Well… I was walking near one of the canals in Tottenham Hale towards the twilight (not that twilight, ugh, I can’t even use this word without sparkly cheesy connotations any more, bless you whatever-is-your-name-woman-who-invented-sparkly-vampires-sensitive-to-the-humans’-emotions) and it just felt … umm… like poetry.
If you watched the video before reading this post, then, very good, if you didn’t please watch it. It’s basically a poem by Mihai Eminescu, something of a lullaby, but also describing nature going to sleep. I won’t go into interpretations (just search for “Somnoroase pasarele” – if you know Romanian – or “Drowsy birds” could be its English translation: find the poem here, in Romanian, English, Hungarian, Modern and Ancient Chinese). Here are the lyrics as translated in English (from that site – the version which is really nice, not the other one, *cough* Sleepy Birds… But it still can’t catch the nuances that it does in the Romanian language, it’s maybe why they say poetry can’t really be translated, it can be at most re-written, but its form and rhythm are built within the music of certain language and that language alone):
Drowsy birds at even gliding,
Round about their nests alight,
In among the branches hiding…
Dear, good night!
Silence through the forest creeping,
Lullaby the river sighs;
In the garden flowers sleeping…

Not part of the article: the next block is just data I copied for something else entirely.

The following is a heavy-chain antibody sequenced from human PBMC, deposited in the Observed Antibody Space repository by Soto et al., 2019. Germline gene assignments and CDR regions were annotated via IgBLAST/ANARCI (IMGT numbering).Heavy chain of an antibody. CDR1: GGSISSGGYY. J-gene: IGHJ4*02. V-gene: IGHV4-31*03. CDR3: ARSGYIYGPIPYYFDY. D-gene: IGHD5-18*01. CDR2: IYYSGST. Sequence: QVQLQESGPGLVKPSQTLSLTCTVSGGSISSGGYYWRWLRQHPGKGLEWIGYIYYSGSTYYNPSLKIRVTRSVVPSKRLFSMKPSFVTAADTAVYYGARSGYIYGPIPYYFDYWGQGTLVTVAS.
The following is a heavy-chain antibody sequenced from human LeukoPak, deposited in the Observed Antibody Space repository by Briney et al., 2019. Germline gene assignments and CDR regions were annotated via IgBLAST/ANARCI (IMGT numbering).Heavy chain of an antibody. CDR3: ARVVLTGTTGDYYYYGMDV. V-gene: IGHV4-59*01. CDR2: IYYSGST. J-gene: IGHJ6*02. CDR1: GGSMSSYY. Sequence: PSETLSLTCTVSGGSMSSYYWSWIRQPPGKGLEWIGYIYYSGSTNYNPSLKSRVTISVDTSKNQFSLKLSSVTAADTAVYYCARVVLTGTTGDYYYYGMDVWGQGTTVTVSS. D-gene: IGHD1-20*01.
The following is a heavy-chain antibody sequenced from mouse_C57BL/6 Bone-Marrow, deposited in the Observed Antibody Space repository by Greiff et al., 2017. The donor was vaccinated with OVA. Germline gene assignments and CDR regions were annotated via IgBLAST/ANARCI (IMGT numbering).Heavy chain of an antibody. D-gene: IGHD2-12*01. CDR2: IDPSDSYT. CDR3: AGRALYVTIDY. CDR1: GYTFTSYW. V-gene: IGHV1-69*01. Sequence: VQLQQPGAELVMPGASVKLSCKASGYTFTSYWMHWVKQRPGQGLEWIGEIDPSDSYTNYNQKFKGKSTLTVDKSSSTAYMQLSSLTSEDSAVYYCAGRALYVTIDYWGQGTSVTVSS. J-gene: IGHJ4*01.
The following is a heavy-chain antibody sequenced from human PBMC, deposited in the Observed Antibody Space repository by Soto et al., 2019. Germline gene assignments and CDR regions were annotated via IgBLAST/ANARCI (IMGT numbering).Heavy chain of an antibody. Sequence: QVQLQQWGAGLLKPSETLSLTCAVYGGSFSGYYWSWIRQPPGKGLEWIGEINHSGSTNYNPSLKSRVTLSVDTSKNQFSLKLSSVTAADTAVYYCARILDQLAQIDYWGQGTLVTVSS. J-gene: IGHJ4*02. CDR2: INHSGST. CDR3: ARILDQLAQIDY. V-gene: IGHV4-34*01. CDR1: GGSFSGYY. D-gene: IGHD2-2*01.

Shut your eyes!
Glides the swan among the rushes
To its rest where moonlight gleams,
And the angels’ whisper hushes…
O’er the sky stars without number,
On the earth a silver light;
All is harmony and slumber…
Dear, good night!
(trad. de Corneliu M. Popescu)
Well, anyway… While I was walking along the water – and feeling guilty that I forgot to take some treats with me again and all the birds were looking at me quite irritated – I felt like singing this song (because it was made a song by George Popescu) while I was watching everything natural and human going to sleep. At times like this I really wish I were a poet, but for some reason I can’t find words (that is poetic words that can describe an image or another), it feels really difficult to give shape to feelings – especially if they’re complex and include a whole pantheon of elements.
Well, I was thinking that Eminescu must have taken a walk like me, some 200 years ago. The only difference? He wrote a poem, which was given music, and which is now a part of the Romanian heritage. What did I do? A blog post. A conventional blog post, with a YouTube video link. It’s not that I want to point at myself and say “Sinner, heathen, stupid, whatever”… It’s just that I wish I could write a poem as simple and beautiful as that. Plus, if in the 1880s, if there had been such a thing as blogging, I guess he’d be blogging too. And most likely not the poems and nice stuff, but normal, opinionated, perhaps even politically incorrect posts.
But don’t let me destroy the dreamy feeling I have with silly assumptions. I’ll leave you with the drowsy birds and bid you a very good, peaceful night!
- Calin (file din poveste) Google Translated (resonkido.blogspot.com)
- A Poem Is Not Always Poetry: Melville’s Monody (hokku.wordpress.com)
- What is the poetic scenario (wiki.answers.com)
- Poetical interlude 2 (1minionsopinion.wordpress.com)
- Getting Poetic on the Web 1 (witsblog.org)
- Romance by Edgar Allan Poe (antoinettevdberg.wordpress.com)
- On Reverie (opinionator.blogs.nytimes.com)
- My Poetic Anatomy: (garethbryant.wordpress.com)